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Climber

Climber – One day while browsing the LEGO Mindstorms site, I noticed some pictures about a show in Germany. LEGO had built 2 cool wall climbing robots to help market the product. I was amazed at the design and capabilities that they had and wanted to find out just how hard it would be to build something like this and have it actually work. It was quite a challenge. Building the components was the easy part. Getting it to climb was (and still is) a challenge. The Climber has gone through another iteration as the one shown here is too heavy. To test the unit, I used a holesaw to cut 2 inch offset holes up a piece of wood plank. The idea would be that the Climber would start with one arm, pull itself up, and the the bottom part would shift. This would offset the Climber to one site and make it easier for the other arm to find a hole and pull itself up. This was to be a big challenge. Read on…

Showing the back of Climber. Features – the cam mechanism that turns the head can be seen at the top. One of the problems that I discovered after building it was that its design was correct in that it had the geometry to climb my test wall. The problem is that it is too heavy for itself. I should have called it Big Mama, cause it ain’t going nowhere but the bottom rung…

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DominoBot 2

DominoBot 2 was my take on re-creating my original DominoBot. After I had finished the original,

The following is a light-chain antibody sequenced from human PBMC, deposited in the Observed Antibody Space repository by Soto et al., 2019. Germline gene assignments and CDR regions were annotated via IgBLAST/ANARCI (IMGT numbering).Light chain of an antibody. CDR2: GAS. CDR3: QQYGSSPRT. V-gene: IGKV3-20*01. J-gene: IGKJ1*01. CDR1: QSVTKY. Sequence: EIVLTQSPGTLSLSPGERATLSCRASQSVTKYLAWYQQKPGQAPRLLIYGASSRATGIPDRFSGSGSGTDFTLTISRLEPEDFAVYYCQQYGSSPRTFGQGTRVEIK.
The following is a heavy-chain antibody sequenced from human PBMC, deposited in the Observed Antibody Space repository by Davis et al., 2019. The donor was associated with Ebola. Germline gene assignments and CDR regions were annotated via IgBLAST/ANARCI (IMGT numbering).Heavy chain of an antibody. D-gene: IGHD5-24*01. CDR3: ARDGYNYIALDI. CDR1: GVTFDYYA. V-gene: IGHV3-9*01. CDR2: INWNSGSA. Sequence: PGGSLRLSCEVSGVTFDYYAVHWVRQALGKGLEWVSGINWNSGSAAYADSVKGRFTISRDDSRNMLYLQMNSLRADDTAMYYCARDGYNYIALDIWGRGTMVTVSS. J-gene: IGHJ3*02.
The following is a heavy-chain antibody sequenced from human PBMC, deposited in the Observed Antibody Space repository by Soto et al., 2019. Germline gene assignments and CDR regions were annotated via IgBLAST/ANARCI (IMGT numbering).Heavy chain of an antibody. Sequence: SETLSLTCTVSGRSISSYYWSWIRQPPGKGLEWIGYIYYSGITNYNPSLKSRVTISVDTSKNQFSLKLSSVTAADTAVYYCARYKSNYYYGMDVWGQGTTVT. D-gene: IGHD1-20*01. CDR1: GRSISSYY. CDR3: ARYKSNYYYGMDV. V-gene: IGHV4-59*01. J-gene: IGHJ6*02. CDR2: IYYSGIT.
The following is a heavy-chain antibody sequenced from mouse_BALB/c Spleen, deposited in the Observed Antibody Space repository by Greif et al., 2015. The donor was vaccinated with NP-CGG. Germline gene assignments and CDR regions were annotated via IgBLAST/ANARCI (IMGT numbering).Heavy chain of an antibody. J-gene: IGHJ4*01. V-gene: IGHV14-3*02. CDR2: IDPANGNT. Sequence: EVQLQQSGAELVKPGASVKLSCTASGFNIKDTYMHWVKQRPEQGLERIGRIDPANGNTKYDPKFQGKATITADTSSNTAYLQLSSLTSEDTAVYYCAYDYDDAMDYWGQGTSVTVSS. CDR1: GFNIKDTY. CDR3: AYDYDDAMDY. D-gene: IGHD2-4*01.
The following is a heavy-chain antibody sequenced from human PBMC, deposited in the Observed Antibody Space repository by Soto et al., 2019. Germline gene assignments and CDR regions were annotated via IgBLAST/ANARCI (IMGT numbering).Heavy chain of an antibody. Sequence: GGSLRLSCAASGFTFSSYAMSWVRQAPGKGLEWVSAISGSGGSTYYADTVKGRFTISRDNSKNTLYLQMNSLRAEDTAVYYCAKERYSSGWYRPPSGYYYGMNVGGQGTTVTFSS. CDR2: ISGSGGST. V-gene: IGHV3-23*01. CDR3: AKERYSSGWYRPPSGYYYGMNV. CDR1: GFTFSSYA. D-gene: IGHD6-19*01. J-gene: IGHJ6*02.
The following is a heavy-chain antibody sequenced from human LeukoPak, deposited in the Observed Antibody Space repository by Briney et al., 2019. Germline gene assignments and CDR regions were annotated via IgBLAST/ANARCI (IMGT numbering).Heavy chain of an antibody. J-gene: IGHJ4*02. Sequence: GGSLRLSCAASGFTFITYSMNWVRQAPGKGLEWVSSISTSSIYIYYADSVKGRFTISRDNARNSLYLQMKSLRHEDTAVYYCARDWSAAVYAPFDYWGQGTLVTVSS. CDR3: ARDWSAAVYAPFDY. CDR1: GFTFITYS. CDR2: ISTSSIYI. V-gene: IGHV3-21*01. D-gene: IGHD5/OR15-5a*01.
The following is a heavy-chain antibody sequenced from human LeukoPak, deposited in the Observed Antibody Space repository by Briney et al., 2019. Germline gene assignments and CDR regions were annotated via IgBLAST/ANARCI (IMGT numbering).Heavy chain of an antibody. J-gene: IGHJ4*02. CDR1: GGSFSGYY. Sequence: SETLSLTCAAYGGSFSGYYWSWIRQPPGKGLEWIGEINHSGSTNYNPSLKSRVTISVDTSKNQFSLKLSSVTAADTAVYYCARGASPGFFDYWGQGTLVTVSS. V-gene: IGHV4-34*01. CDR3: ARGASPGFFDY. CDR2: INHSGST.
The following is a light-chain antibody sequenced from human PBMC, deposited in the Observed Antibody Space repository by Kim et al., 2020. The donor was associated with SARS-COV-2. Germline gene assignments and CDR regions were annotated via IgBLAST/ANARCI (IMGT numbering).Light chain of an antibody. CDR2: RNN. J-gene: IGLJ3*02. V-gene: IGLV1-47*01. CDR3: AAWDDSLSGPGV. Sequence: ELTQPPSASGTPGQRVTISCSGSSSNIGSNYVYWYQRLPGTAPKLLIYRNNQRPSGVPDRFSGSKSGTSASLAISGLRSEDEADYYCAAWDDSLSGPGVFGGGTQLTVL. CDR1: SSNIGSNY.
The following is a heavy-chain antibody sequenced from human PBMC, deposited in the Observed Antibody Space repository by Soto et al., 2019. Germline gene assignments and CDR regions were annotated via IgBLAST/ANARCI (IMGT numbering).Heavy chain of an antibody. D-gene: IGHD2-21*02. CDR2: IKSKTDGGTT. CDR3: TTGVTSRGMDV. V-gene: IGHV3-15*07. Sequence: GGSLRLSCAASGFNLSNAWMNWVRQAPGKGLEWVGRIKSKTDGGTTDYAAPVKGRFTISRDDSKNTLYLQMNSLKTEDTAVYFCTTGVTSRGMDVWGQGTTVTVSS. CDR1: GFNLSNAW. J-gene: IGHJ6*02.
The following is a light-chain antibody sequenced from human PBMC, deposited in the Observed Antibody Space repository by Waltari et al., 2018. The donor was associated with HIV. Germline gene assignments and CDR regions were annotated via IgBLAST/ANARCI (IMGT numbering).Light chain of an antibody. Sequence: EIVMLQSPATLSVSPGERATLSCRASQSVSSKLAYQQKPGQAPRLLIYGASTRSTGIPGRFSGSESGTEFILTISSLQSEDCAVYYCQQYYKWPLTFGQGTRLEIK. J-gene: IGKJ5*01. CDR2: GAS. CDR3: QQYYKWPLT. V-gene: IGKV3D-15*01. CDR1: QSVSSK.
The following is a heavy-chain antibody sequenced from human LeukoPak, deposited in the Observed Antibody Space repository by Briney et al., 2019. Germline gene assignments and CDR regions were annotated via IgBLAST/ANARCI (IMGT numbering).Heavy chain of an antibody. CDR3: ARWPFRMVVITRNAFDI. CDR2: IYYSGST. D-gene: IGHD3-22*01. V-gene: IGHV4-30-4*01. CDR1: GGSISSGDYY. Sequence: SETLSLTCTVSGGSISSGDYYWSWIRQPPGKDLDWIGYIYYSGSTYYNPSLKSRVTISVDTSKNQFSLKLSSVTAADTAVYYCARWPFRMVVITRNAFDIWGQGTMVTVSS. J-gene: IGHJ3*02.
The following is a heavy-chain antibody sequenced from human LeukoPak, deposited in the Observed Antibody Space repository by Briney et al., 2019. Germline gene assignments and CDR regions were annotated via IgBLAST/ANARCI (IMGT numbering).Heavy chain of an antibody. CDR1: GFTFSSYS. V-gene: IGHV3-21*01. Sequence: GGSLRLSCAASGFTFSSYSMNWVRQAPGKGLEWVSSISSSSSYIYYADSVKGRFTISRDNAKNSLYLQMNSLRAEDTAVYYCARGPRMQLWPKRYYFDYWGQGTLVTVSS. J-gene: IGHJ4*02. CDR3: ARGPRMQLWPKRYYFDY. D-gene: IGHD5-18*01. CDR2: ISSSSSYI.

I found ways to make it more efficient and better at what the original did. I also did not have the limitations of the parts supplied with the RIS and UBS sets.
One of the parts that needed re-designing was the mechanism used to force domino’s out of the chamber. The original tended to have difficulties at times. I devised a mechanism using rack plates (3 – 1×4’s). It is driven by the same motor that moves the loader arm, but the method does not allow slip-up or misalignment. A touch sensor at the full-out and -in positions ensure that Dbot2 knows exactly when a domino has been pushed out and when the rack has reset.

Check out newer versions of DominoBot (NXT).

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WallFollower


Wall Follower was one of those “proof-of-concepts” robots.  The intent was to build something small and compact that was fast and versatile.  Wall Follower can navigate around a room, on a table, in a maze, whatever. It is built from one of the basic robot platforms in the Mindstorms Contructopedia. Motion is done by 2 motors, each of which can steer by removing power to one. The main sensor is the DIRPD sensor (grey) mounted on the front. Through programming, the sensor can detect 3 distance ranges, near, far and too-close. The NQC program has a few main tasks. They are:
1) To follow the wall and avoid obstacles without hitting anything using the DIRPD sensor.
2) If it gets stuck, a routine will get it out of the situation
3) If it reaches an area where there is no wall and a drop-off is present. Detect an avoid.